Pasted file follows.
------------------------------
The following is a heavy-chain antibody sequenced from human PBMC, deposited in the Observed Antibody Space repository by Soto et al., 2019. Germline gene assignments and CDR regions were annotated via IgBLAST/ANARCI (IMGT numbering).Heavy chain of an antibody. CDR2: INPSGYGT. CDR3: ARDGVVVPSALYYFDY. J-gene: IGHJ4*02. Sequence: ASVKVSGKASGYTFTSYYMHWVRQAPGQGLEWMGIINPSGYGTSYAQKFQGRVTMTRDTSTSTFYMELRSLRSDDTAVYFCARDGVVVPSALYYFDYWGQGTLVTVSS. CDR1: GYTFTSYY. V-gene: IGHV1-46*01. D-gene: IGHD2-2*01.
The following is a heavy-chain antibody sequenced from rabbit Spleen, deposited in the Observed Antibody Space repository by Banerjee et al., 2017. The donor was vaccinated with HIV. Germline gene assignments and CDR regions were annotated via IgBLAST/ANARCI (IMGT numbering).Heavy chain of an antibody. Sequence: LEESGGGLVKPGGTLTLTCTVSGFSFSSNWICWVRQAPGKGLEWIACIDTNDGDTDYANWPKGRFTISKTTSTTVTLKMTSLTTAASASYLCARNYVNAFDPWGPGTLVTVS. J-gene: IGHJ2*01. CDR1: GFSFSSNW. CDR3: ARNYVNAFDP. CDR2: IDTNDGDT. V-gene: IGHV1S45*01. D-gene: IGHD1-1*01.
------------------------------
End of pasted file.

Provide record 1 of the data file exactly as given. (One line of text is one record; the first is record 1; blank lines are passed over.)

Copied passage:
The following is a heavy-chain antibody sequenced from human PBMC, deposited in the Observed Antibody Space repository by Soto et al., 2019. Germline gene assignments and CDR regions were annotated via IgBLAST/ANARCI (IMGT numbering).Heavy chain of an antibody. CDR2: INPSGYGT. CDR3: ARDGVVVPSALYYFDY. J-gene: IGHJ4*02. Sequence: ASVKVSGKASGYTFTSYYMHWVRQAPGQGLEWMGIINPSGYGTSYAQKFQGRVTMTRDTSTSTFYMELRSLRSDDTAVYFCARDGVVVPSALYYFDYWGQGTLVTVSS. CDR1: GYTFTSYY. V-gene: IGHV1-46*01. D-gene: IGHD2-2*01.